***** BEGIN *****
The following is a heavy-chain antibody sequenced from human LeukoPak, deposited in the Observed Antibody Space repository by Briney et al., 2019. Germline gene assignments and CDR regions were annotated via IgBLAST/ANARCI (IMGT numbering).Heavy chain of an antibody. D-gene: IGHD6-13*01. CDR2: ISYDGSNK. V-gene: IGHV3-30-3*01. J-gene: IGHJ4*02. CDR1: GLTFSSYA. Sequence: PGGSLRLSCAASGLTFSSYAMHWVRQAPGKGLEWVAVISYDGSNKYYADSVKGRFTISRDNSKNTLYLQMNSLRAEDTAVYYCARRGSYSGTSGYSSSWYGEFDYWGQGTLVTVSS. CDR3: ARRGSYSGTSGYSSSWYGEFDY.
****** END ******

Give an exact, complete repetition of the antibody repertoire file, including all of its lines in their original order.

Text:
The following is a heavy-chain antibody sequenced from human LeukoPak, deposited in the Observed Antibody Space repository by Briney et al., 2019. Germline gene assignments and CDR regions were annotated via IgBLAST/ANARCI (IMGT numbering).Heavy chain of an antibody. D-gene: IGHD6-13*01. CDR2: ISYDGSNK. V-gene: IGHV3-30-3*01. J-gene: IGHJ4*02. CDR1: GLTFSSYA. Sequence: PGGSLRLSCAASGLTFSSYAMHWVRQAPGKGLEWVAVISYDGSNKYYADSVKGRFTISRDNSKNTLYLQMNSLRAEDTAVYYCARRGSYSGTSGYSSSWYGEFDYWGQGTLVTVSS. CDR3: ARRGSYSGTSGYSSSWYGEFDY.